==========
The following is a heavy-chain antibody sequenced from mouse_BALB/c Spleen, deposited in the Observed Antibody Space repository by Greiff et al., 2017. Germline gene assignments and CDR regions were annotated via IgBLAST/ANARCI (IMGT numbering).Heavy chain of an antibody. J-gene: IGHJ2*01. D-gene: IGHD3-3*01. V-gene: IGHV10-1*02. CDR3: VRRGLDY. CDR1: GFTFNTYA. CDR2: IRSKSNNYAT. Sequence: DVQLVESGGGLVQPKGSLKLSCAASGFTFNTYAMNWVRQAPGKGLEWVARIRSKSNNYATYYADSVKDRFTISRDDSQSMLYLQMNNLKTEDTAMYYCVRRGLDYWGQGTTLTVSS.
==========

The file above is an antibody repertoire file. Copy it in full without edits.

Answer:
The following is a heavy-chain antibody sequenced from mouse_BALB/c Spleen, deposited in the Observed Antibody Space repository by Greiff et al., 2017. Germline gene assignments and CDR regions were annotated via IgBLAST/ANARCI (IMGT numbering).Heavy chain of an antibody. J-gene: IGHJ2*01. D-gene: IGHD3-3*01. V-gene: IGHV10-1*02. CDR3: VRRGLDY. CDR1: GFTFNTYA. CDR2: IRSKSNNYAT. Sequence: DVQLVESGGGLVQPKGSLKLSCAASGFTFNTYAMNWVRQAPGKGLEWVARIRSKSNNYATYYADSVKDRFTISRDDSQSMLYLQMNNLKTEDTAMYYCVRRGLDYWGQGTTLTVSS.